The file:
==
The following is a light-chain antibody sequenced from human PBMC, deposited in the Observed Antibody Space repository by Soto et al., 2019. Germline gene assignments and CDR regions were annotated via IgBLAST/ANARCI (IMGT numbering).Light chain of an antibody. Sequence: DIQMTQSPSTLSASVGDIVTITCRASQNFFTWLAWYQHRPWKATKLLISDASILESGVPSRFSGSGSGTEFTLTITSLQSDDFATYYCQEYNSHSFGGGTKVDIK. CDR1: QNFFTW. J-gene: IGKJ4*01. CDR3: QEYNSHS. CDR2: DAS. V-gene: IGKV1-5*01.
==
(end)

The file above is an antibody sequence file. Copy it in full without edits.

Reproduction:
The following is a light-chain antibody sequenced from human PBMC, deposited in the Observed Antibody Space repository by Soto et al., 2019. Germline gene assignments and CDR regions were annotated via IgBLAST/ANARCI (IMGT numbering).Light chain of an antibody. Sequence: DIQMTQSPSTLSASVGDIVTITCRASQNFFTWLAWYQHRPWKATKLLISDASILESGVPSRFSGSGSGTEFTLTITSLQSDDFATYYCQEYNSHSFGGGTKVDIK. CDR1: QNFFTW. J-gene: IGKJ4*01. CDR3: QEYNSHS. CDR2: DAS. V-gene: IGKV1-5*01.